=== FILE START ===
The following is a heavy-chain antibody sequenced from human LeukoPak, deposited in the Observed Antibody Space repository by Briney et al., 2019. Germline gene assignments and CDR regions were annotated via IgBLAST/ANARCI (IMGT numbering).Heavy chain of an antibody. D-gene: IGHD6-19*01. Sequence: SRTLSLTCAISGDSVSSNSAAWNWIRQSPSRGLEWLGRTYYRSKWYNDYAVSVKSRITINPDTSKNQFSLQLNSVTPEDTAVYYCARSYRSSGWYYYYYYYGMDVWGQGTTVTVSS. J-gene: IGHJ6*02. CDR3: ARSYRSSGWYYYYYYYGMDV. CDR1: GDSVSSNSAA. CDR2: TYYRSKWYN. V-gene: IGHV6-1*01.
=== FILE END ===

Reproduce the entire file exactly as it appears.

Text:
The following is a heavy-chain antibody sequenced from human LeukoPak, deposited in the Observed Antibody Space repository by Briney et al., 2019. Germline gene assignments and CDR regions were annotated via IgBLAST/ANARCI (IMGT numbering).Heavy chain of an antibody. D-gene: IGHD6-19*01. Sequence: SRTLSLTCAISGDSVSSNSAAWNWIRQSPSRGLEWLGRTYYRSKWYNDYAVSVKSRITINPDTSKNQFSLQLNSVTPEDTAVYYCARSYRSSGWYYYYYYYGMDVWGQGTTVTVSS. J-gene: IGHJ6*02. CDR3: ARSYRSSGWYYYYYYYGMDV. CDR1: GDSVSSNSAA. CDR2: TYYRSKWYN. V-gene: IGHV6-1*01.